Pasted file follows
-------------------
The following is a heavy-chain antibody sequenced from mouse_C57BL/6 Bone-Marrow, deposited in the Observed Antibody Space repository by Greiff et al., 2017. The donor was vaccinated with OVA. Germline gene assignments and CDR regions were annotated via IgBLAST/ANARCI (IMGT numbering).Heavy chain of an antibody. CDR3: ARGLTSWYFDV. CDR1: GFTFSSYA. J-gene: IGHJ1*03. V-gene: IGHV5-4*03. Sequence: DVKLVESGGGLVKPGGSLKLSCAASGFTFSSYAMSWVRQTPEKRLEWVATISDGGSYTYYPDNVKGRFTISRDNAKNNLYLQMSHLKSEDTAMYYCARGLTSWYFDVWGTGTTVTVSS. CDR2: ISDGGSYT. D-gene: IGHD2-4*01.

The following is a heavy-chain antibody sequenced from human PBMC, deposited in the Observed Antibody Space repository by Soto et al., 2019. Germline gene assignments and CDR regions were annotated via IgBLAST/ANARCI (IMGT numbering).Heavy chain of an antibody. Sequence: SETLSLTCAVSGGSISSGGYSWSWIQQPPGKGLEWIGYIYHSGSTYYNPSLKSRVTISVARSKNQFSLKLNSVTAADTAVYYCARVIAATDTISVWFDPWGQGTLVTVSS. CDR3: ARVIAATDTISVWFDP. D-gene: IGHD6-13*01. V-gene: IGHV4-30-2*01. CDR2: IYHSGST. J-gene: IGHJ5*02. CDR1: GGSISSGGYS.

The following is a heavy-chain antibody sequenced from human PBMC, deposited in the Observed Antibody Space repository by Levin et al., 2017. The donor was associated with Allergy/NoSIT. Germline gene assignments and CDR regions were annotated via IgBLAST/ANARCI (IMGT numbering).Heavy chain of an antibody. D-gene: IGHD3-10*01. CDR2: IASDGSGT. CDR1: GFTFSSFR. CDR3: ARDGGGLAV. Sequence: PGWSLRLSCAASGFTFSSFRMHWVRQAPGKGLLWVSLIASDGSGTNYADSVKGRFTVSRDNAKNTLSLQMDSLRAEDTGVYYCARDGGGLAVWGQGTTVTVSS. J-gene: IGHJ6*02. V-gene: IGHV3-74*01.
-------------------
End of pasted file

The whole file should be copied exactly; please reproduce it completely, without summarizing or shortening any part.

The following is a heavy-chain antibody sequenced from mouse_C57BL/6 Bone-Marrow, deposited in the Observed Antibody Space repository by Greiff et al., 2017. The donor was vaccinated with OVA. Germline gene assignments and CDR regions were annotated via IgBLAST/ANARCI (IMGT numbering).Heavy chain of an antibody. CDR3: ARGLTSWYFDV. CDR1: GFTFSSYA. J-gene: IGHJ1*03. V-gene: IGHV5-4*03. Sequence: DVKLVESGGGLVKPGGSLKLSCAASGFTFSSYAMSWVRQTPEKRLEWVATISDGGSYTYYPDNVKGRFTISRDNAKNNLYLQMSHLKSEDTAMYYCARGLTSWYFDVWGTGTTVTVSS. CDR2: ISDGGSYT. D-gene: IGHD2-4*01.

The following is a heavy-chain antibody sequenced from human PBMC, deposited in the Observed Antibody Space repository by Soto et al., 2019. Germline gene assignments and CDR regions were annotated via IgBLAST/ANARCI (IMGT numbering).Heavy chain of an antibody. Sequence: SETLSLTCAVSGGSISSGGYSWSWIQQPPGKGLEWIGYIYHSGSTYYNPSLKSRVTISVARSKNQFSLKLNSVTAADTAVYYCARVIAATDTISVWFDPWGQGTLVTVSS. CDR3: ARVIAATDTISVWFDP. D-gene: IGHD6-13*01. V-gene: IGHV4-30-2*01. CDR2: IYHSGST. J-gene: IGHJ5*02. CDR1: GGSISSGGYS.

The following is a heavy-chain antibody sequenced from human PBMC, deposited in the Observed Antibody Space repository by Levin et al., 2017. The donor was associated with Allergy/NoSIT. Germline gene assignments and CDR regions were annotated via IgBLAST/ANARCI (IMGT numbering).Heavy chain of an antibody. D-gene: IGHD3-10*01. CDR2: IASDGSGT. CDR1: GFTFSSFR. CDR3: ARDGGGLAV. Sequence: PGWSLRLSCAASGFTFSSFRMHWVRQAPGKGLLWVSLIASDGSGTNYADSVKGRFTVSRDNAKNTLSLQMDSLRAEDTGVYYCARDGGGLAVWGQGTTVTVSS. J-gene: IGHJ6*02. V-gene: IGHV3-74*01.